Horse Twitches Joliet IL
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Pet Sitters International
Mail/Newspaper Retrieval, Pet Transportation, Pooper Scooper Service, Errand Service, House Sitting, Alternating Lights/Curtains, Grooming, Daily Dog Walks
Pet Sitters International
Country Club Hills, IL
Grooming done in my home by appointment only. Also provides pick up/drop off service. Call Donna at 815-726-4176
Grooms most/all breeds of dogs, Special Care Appointments , Cat Grooming Services, Exotic Animal Grooming Services, Pet Pickup and Delivery, Pet Sitting Services
A full service salon using only natural products in a relaxed setting.We groom dogs of any size,and cats too!We make sure that your pet is not here all day and is comfortable.Pickup and delivery service upon request.Open Monday-Friday with evening appointments available.
Mail/Newspaper Retrieval, Pet Transportation, Pooper Scooper Service, Alternating Lights/Curtains, Grooming, Overnight Sitting, Daily Dog Walks
Pet Sitters International
Orland Park, IL
Mobile and Shop Dog Styling Available. Professional, Educated All Breed Dog Styling. Graduate of Great Lakes Pet Styling Academy of Homer Glen.A All grooms include deluxe shampoo, gentle blow dry/deshed, clean ears and remove ear hair, trim/file nails,haircuts, trims, bows, bandanas, cologne. Special spa services are available. Free hugs and kisses with every groom! Individual appointments only.
We are a full service grooming salon. Self serve wash available. Quiet & clean environment. Large or small, We love them all! Monday to Saturday by appt. Walk ins welcome.
Boutique Pet Grocer, Apothecary and Spa offers grooming services in a spa-like atmosphere for your dog or cat. We don't nickle and dime you, we offer one package: bath, hand blow dry, thorough brushing, hair cut, nail trim and ear cleaning.
Written by Melissa Cassutt
There are three basic types of restraint that can be effective during an emergency: location restraint, physical restraint and chemical restraint. Colorado veterinarian Ruth Sorensen discusses different techniques of twitching, a form of physical restraint that can help control your horse as you address an emergency.
In part two, Sorensen explains how to properly apply three different types of hobbles. Our series on emergency restraint techniques concludes with an article on different types of location restraint, chemical restraint, and special techniques to restrain a foal, mule or donkey.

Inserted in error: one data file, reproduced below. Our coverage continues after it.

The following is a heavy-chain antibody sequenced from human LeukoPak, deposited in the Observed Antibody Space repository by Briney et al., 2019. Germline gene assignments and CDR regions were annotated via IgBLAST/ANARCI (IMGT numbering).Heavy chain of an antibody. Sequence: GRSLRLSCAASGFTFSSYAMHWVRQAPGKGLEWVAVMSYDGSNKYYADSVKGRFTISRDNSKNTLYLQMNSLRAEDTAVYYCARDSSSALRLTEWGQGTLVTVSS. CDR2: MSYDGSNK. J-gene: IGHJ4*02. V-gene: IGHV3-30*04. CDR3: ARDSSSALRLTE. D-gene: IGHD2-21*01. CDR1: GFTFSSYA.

There are two areas on a horse that can be effectively and humanely twitched—the neck and the nose. Vulnerable anatomy, such as ears, joints or genitals should never be used for restraint. Besides being illegal in some states, ear twitches can cause permanent damage and may actually provoke aggression in some horses.
There are a few situations in which a twitch should not be used. These include if a horse is:
• Thrashing. To ensure the safety of the horse and the handler, a horse that is thrashing (as is often the case with a bad colic) should not be twitched or restrained with any other technique.
• Hurt in the area to be twitched. This may sound obvious, but it still deserves to be noted. Do not apply a twitch to an injured area, such as a sunburned muzzle or a shoulder suffering from a laceration.
• Acting up. Twitching should be used only in an emergency, and only to restrain a horse long enough to prevent further injury as the situation is being handled. Twitching should never be used as a form of discipline.
Nose twitches can be applied by hand or with a piece of equipment.
As for twitching equipment, there are three basic types of nose twitches:
• Humane twitches. These metal clamps hinge at one end to squeeze the upper lip, and fasten at the opposite end with a snap. Though called humane twitches, Sorensen says they can end up causing injury by pinching or slipping loose.
• Rope-end twitches. These twitches are comprised of a long stick with a rope loop at one end. The loop is applied to the upper lip and twisted tight. As with the humane twitch, these can also have a problem with slipping.
• Chain-end twitches. These twitches are the same as a rope-end twitch, but instead of a rope loop, they have a chain loop, which provides more grip.
Whatever type of twitch you use, it’s important to stay active and aware when twitching a horse. If using your hands, “work the twitch” by pulsing your hands and massaging the area; if using a piece of equipment, gently and slowly roll the handle over and back, being careful not to loosen the twitch.
Note that ...
IL Equine Law
Under the Equine Activity Liability Act, each participant who engages in an equine activity expressly assumes the risks of engaging in and legal responsibility for injury, loss, or damage to person or property resulting from the risk of equine activities. (Sign posting required.)